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Maryland football: Terps get a good look at Big Ten's gold standard in home loss to Ohio State

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Dominant defensive line, Buckeyes' freshman quarterback, poor execution doom Terps in inaugural Big Ten home game.

Tommy Gilligan-USA TODAY Sports

The Terrapins' Big Ten home debut on Saturday devolved into a blowout.

Behind a fine effort from freshman quarterback J.T. Barrett, an effective running game and a dominant defensive line, No. 20 Ohio State pounded Maryland, 52-24, before a national TV audience and 51,802 fans at Byrd Stadium.

The most meaningful thing about this game for Maryland might be what follows it. Starter C.J. Brown played poorly at quarterback in the first half, and Caleb Rowe replaced him to start the third quarter. Rowe didn't draw Maryland close to a comeback at any point, but he ran an offense far more efficient than the one Brown ran in the first half.

Rowe finished his day with a 13-for-22 completion clip, one touchdown, three interceptions and 173 yards, for a 112.9 rating. Brown, in the first half, went 11-for-18 no scores, an interception and 78 yards. The Terps scored 14 of their 24 points with Rowe leading the offense.

Maryland has a bye week ahead, but when they the Terps host Iowa on Oct. 18, might they have a different man under center? In his postgame press conference, Edsall indicated not, but the quarterback position will surely be scrutinized by fans and media alike. In a bit of a paradox, Edsall backed Brown as his starter while acknowledging that Rowe gave his passing offense a better chance start churning against Ohio State.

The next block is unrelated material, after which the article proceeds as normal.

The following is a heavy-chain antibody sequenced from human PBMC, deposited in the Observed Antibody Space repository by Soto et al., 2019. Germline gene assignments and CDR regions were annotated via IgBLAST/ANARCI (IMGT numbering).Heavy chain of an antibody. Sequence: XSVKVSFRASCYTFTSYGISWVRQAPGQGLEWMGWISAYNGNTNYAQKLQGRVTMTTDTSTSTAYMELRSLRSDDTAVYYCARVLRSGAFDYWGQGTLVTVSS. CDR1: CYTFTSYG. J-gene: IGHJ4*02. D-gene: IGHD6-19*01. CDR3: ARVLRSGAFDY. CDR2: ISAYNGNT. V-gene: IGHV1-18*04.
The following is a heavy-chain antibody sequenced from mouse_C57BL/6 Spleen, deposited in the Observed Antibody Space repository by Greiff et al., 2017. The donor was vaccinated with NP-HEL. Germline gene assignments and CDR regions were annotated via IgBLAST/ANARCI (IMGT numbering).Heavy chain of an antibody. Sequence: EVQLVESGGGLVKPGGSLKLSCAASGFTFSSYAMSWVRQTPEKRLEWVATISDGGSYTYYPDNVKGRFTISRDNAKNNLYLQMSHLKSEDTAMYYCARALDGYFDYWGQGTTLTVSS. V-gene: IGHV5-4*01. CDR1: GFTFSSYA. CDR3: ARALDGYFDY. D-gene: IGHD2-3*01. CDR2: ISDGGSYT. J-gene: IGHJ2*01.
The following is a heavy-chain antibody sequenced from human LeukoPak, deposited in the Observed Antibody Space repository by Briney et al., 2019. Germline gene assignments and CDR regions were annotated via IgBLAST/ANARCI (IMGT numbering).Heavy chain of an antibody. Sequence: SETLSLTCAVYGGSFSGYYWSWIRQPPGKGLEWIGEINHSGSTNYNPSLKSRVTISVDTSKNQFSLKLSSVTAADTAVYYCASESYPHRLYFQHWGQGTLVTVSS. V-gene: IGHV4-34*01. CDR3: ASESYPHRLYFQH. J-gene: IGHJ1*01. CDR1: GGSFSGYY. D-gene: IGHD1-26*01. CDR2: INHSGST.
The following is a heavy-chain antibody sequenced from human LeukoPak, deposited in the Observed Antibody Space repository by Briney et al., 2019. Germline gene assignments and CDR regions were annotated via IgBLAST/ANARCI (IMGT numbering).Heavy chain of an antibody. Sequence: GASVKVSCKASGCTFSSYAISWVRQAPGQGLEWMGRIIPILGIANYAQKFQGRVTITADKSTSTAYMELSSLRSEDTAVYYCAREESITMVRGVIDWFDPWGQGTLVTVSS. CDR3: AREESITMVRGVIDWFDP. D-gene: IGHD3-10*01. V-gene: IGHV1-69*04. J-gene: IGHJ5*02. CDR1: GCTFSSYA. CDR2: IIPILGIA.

"I felt that we needed to be able to throw the football a little bit more in the second half if we were going to have an opportunity to win," Edsall said. But, he added, "C.J.'s our quarterback."

On Saturday, it didn't much matter who played quarterback. The offense's four turnovers didn't help the Maryland defense, but the Buckeyes scored 52 points – a number the offense was never going to sniff going up against Ohio State's front seven. Brian Stewart's unit allowed 533 yards of total offense and six touchdowns. Barrett ran both read and pitch option plays masterfully, setting up Ezekiel Elliott for a 139-yard rushing outing and himself for a 267-yard, four-touchdown passing day. Barrett himself ran for 71 yards and a touchdown.

"There were things we tried to do; pressure him and zone coverage," Edsall said of facing Barrett. He's very good. My hat's off to him in terms of how he played."

The Buckeyes' receivers outplayed the Terps' secondary. Will Likely, having an otherwise tremendous season, couldn't even interfere to stop a wonderful touchdown catch by Ohio State's Michael Thomas. Likely didn't have a good afternoon in pass defense, nor did safety Sean Davis, who was in deep coverage on a couple of long touchdown throws and could not prevent them.